Democrats need to pick up four Republican seats to gain a Senate majority, or three seats and the presidency, considering a Democratic vice president would cast a tiebreaking vote if the party claims the White House.
Early this year, Ernst and Trump were favorites in Iowa. Trump carried Iowa by 9.4 percentage points in 2016 and Ernst surprised four-term Democratic Rep. Bruce Braley by nearly as much in 2014.
But a majority in Iowa disapprove of Trump’s handling of the COVID-19 pandemic, while Ernst’s favorability sits at just 44%, the Des Moines Register’s September poll showed.
Greenfield has argued that Ernst has hewed too closely to Trump. In voting to confirm Trump’s Environmental Protection Agency head, Ernst is complicit, Greenfield says, in the agency’s renewable fuel waivers to oil companies, which forced the closures, some temporary, of at least a dozen-plus ethanol plants in Iowa.
“I just stay focused on holding her feet to the fire for votes,” Greenfield said at a campaign stop in Hiawatha last week.
Ernst has labeled Greenfield a pawn of East Coast power brokers. Advertising dollars have poured into Iowa, with $172 million in total reserved media as of Monday, according to a review of Kantar/CMAG data by The Associated Press.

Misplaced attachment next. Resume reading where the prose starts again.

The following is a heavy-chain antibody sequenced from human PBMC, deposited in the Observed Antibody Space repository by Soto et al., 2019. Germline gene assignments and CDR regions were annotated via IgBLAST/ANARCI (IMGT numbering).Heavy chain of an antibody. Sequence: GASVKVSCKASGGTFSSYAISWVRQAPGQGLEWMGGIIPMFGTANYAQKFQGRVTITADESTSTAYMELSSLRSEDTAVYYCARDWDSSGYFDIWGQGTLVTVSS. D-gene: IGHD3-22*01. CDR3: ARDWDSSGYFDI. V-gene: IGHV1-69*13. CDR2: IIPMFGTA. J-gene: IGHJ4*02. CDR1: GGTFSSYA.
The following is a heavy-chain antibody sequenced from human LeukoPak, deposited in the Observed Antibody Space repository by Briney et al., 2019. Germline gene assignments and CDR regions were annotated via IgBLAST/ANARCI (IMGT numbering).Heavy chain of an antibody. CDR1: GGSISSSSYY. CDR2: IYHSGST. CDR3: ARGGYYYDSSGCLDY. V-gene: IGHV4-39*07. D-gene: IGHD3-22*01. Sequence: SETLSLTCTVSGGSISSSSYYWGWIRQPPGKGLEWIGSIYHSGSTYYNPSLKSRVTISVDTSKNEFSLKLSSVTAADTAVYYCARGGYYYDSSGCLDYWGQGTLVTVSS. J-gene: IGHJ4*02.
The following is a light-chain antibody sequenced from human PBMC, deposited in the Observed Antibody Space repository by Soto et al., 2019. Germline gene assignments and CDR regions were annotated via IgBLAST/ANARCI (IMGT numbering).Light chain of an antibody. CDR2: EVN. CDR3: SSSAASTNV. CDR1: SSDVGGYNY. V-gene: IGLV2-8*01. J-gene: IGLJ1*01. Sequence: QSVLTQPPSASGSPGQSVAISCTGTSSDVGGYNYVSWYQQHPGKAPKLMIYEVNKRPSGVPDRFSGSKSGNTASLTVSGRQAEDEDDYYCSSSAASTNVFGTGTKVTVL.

More of the outside spending is aimed at supporting Greenfield, especially by national Democratic-aligned groups. The National Republican Senatorial Campaign Committee has spent $11.3 million supporting Ernst, according to Kantar.
Greenfield has proven to be a dogged fundraiser herself. The 56-year-old real estate executive raised $28.7 million in the quarter ending Oct. 1. Ernst had outraised Greenfield overall, having begun fundraising early in her term. However, Ernst’s campaign has not yet reported a third-quarter total.
Recently, Ernst’s tone has swung from her debate’s quiet, reflective patriotism to an unmistakable echo of the Trump campaign’s more aggressive style. Speaking during a recorded message during the Republican National Committee, she called the Democratic ticket’s path one “paved by liberal coastal elites and radical environmentalists.”
The RNC appearance underscores how Ernst, who has broken at moments with Trump and chided him publicly for insensitive language, has not tried to distance herself from the candidate who could also help lift her in an 11th-hour surge.
Though Ernst has been campaigning through the state, she declined a request for an interview.
Breaking with longstanding tradition, Ernst will not be alongside Trump at his Des Moines rally Wednesday evening. Ernst, a member of the Senate Judiciary Committee participating in the confirmation hearings of Supreme Court nominee Amy Coney Barrett, will remain in Washington, aides said.
It’s a moment Ernst hopes sets her apart. “As you probably know, like most Americans, I’m not a lawyer. I bring a slightly different perspective,” she told Barrett during her opening remarks Monday.
Greenfield seems content to let Trump, for better or worse, shadow her opponent.
Talking to cafe owner Diane Peterson in Hiawatha last week, Greenfield simply said, “Iowans just want the divisiveness to end.”